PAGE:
PLEASE! Not every behavior, marital difficulty or interpersonal embarrassment is an “addiction” and not every different, diverse, or contrary historical or emerging cultural behavior should be called “pathologic”.

    Tiger Woods chases women because he is famous, rich, good looking and feels powerful and entitled. That is not addition, it’s playing to his strengths.

    There is no diagnosable scientific addiction to pornography described in psychiatric literature and likewise such a description does not appear in the DSM IV or anticipated in the DSM V. (Sorry, we won’t be able to pathogize another contrary to taste behavior to bill insurance companies or promote seminars). The literature clearly states, and always has, that excssive behavior of any type is a indication of some OTHER life difficulty that MAY NOT BE PATHOLOGIC. Problematic behavior of all types and forms is highly individualized and putting a mental health label on pornography when our culture is so highly sexualized (see the media, HBO, mags and tabloids at the supermarket), is counter productive to a full and accuate understanding of the new and emerging sexual landscape and its expression through the vast and uncontrolled mobile media and technology afforded everyone.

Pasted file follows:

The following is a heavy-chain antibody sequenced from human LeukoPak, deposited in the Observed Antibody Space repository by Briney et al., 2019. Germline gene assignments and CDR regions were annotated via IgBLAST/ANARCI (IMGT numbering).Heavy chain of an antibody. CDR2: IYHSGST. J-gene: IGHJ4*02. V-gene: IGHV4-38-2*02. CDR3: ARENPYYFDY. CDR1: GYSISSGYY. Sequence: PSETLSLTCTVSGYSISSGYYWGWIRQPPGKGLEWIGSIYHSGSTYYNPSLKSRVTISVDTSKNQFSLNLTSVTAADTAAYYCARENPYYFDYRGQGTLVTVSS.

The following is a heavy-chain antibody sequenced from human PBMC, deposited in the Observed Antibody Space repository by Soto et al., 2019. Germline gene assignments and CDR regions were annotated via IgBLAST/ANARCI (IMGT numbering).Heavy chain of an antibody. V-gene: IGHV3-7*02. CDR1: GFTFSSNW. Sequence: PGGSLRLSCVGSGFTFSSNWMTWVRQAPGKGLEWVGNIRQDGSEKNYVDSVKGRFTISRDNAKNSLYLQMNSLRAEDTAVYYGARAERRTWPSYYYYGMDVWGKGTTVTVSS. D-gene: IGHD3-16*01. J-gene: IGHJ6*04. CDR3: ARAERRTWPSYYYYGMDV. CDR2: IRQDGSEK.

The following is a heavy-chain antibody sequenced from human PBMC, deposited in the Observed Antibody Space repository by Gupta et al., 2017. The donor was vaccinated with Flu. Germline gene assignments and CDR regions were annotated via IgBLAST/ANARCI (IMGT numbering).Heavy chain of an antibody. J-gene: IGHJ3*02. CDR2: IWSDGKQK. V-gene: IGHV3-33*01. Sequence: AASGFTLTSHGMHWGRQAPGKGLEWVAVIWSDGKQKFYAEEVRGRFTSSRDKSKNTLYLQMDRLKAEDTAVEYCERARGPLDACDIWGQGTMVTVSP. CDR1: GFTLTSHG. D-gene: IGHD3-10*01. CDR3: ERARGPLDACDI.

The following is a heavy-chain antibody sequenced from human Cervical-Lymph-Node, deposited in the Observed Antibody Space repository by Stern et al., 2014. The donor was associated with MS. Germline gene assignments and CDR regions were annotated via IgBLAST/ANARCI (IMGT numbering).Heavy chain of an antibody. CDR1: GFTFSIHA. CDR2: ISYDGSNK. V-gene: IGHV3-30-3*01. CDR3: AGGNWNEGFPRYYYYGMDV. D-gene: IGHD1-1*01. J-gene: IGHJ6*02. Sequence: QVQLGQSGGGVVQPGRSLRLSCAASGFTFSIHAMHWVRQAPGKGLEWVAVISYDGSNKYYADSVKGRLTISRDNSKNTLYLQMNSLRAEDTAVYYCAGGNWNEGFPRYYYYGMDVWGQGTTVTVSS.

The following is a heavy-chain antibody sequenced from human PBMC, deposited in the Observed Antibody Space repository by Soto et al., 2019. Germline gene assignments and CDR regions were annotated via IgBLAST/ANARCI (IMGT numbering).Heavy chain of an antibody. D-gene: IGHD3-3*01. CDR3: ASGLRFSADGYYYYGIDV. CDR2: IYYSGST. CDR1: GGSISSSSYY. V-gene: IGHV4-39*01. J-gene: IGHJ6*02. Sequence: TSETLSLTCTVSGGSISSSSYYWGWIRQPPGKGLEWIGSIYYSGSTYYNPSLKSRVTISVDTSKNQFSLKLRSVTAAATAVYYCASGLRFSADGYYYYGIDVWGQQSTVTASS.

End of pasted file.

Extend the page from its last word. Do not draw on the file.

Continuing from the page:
Just because we mental health professionals see a buck to be made by pathogizing behaviors we do not like – or can point out a few incidents of excess and destruction does not make them truely mental health disorders. Its getting tougher to make money in counseling and therapy and yet it does not seem right or ethical to start calling out our cultural interests as sick so we can make money. I just do not think that telling lies to the public does us much good.

  • The human spirit is stronger than anything that happens to it

    March 22nd, 2015 at 8:51 PM

    This article has really helped me to relate and actually help me in realizing what I was dealing with!

    My boyfriend told me specifically that he didn’t care how nice I was to him, how motherly I was to his kids, how much I always told him i loved him and reassured him, but rather would have liked for me to touch him and more foreplay.

    Your first paragraph in this article says it all. It is very sad. I wanted more than anything to help connect him with that loss or emptiness he was feeling and to help him feel the love he deserved.

    But he was not looking for that although I still feel he desires it more than ever, that true feeling of love and care. That is truly what I gave him and he rejected that, in favor of the sexual desires..

  • The human spirit is stronger than anything that happens to it

    March 22nd, 2015 at 8:53 PM

    I feel I overcompensated on my end just to shower him with love and affection. I guess I thought of all people he would appreciate it :)